Rather than explain Blind Sniper all over again, I think I'll just quote an old webpage of mine:
Anybody who likes limited information games like Scotland Yard, Kriegspiel, Battleship, hidden movement wargames etc., ought to get a kick out of Blind Sniper. Gaming guru Bruce Gletty runs this 20-player game behind a wall. Only he gets to look at the copy of the official map (the original SPI Sniper map, the one with the slanted buildings). Only he sees each player’s piece on the board. Everyone else makes do with a map and a secret turn orders/turn results sheet. It’s every player for themselves as everyone tries to achieve the objective and not get killed by other players. Written orders produce results like “see man with flamethrower in hex 217” or “he blasts you with the machine pistol, you are crippled”. Blind Sniper takes a long time with huge turn results lag times because of the written orders/written results stuff. It’s standard operating procedure for the players to put together pick-up games of other stuff.This year I couldn't play Sniper because my Risus game was scheduled in the same slot as the Sniper game started. But I did managed to get in one of the pick-up games later into the night. After I collected my money from the auction I hopped on over to the dealer area to spend a bit of it. Only two game lines really caught my attention sufficiently for me to consider actually purchasing them. Back in December I blogged a bit about Andy Hopp's Low Life, a Savage Worlds Plot Point Book with a truly unique vision for a post-apocalyptic fantasy world. The Dragon's Table had a copy of Low Life in stock and I absolutely fell in love with it. For more on this beautifully drawn and fabulously written Savage Setting check out the official website, MuthaOith.com. The other game line that intrigued me was Northern Crown from Atlas Games, a D&D setting in an alternative fantasy Colonial America. I didn't buy either of the Northern Crown books for sale at the con. Later this week I intend to blog more about why I took a pass, even though I'm still interested in the setting.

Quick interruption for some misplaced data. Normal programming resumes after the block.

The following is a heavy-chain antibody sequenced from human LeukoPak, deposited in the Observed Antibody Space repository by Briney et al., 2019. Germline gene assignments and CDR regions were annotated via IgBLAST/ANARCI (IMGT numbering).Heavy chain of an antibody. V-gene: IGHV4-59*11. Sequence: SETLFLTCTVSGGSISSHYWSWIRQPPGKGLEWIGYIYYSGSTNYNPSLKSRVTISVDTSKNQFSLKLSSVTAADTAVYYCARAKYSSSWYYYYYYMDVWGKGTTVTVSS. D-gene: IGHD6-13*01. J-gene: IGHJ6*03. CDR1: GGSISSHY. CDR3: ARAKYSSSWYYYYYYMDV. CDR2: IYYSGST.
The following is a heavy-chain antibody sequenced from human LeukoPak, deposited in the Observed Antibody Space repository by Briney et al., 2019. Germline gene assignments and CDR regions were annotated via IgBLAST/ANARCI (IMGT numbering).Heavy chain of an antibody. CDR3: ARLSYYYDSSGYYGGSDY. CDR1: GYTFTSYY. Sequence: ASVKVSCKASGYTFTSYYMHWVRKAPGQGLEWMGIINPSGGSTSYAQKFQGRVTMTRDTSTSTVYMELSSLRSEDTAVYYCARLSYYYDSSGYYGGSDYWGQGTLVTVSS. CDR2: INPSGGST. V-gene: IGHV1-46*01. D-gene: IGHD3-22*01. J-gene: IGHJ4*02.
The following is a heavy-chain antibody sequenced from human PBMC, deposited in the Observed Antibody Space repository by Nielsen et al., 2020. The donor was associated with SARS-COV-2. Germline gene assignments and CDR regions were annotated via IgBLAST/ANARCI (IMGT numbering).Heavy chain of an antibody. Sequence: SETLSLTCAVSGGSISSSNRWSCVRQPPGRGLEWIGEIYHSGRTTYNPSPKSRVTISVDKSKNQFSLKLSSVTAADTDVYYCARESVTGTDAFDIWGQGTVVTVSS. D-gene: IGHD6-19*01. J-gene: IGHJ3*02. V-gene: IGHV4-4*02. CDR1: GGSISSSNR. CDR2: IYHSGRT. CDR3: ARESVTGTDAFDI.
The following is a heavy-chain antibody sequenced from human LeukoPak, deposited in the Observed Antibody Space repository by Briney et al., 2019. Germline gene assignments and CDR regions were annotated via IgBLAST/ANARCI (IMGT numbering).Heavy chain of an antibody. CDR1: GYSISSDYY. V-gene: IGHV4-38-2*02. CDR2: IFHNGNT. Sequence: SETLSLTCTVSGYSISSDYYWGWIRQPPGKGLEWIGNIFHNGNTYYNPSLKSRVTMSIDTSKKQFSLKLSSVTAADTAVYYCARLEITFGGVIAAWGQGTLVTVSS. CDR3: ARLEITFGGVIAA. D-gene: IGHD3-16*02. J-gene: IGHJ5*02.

Sunday was my Encounter Critical game. The players loved EC and my PCs. I built a new wilderness area (set in the Forbidden Waste region) around the sample dungeon from the rulebook, with the Great Dingus (aka the Holy MacGuffin) as an integral component of Skullbryn the Warlock's spacecraft. The wilderness was pretty tame, but I loved it when they decided to camp out in an old battlefield. Zombies, duh. In the dungeon Roy Beta the Frankenstein Warrior and Obi-wan Shinobi fell (heh) victim to the meat pasting pit, while IG-666 was dismantled by the Cave Ooze. Gipp Ramsey, Snobbish Astrogator convinced Skullbryn that if he was allowed onboard he could navigate them both to the planet of the Hot Bi-Curious Ninja Amazons, while Lady Lotus Blossom got a place on the spacecraft by claiming to also be Curious. Too bad about the navigation beam thing. I had explained it at the beginning of the game when I read the three paragraphs in book that outlines the Vanth campaign, but they had all forgot. When I announced that Skullbryn didn't know jack about building spacecraft and that they were all dead the room erupted in laughter. Great ending to a great event. Earlier in the adventure they had tea with some Sultanate apes, but Lotus Blossom committed a horrible faux pas and it erupted into a fight to the death, in the tea room. Horribly, the dessert cart was among the casualties of the fracas. Best line of the night had to be from the robot to Gipp Ramsey: "Does your phaser have a 'dispose of evidence' setting?" It did.
All in all, I was very satisfied with the results of my three games. But I think I'll probably only run two games next year, and I definitely don't want to run one of them on Sunday morning again. That's too early on a day too late in the con for me to have my 'A' game going. It was very nice seeing all the old hats at the con. I got to play games with great people like Kathleen & Josh Fuller and their friend Doug (whose last name I can't recall), Dave Hoover, and Ray Bott. I also got to chat at least a bit with Paul Pomykala, Thom Hendricks, Chris Gray (or is that Grey?), Don & Sue McKinney, John Pedigo, and Jon Satterfield among others. Messrs. Pedigo & Pomykala and the McKinneys expressed interest in restarting my Mutants & Masterminds campaign in March, so that was nice. I didn't buy a stupid amount of stuff at the dealers' tables. There's more good stuff to report about Winter War 33, I'm only touching the highlights here. Really, the only way to get a real feel for these sorts of events is to take the plunge yourself and go to your local con. And if you live anywhere near Champaign, Illinois you ought to come to my local convention. The more the merrier.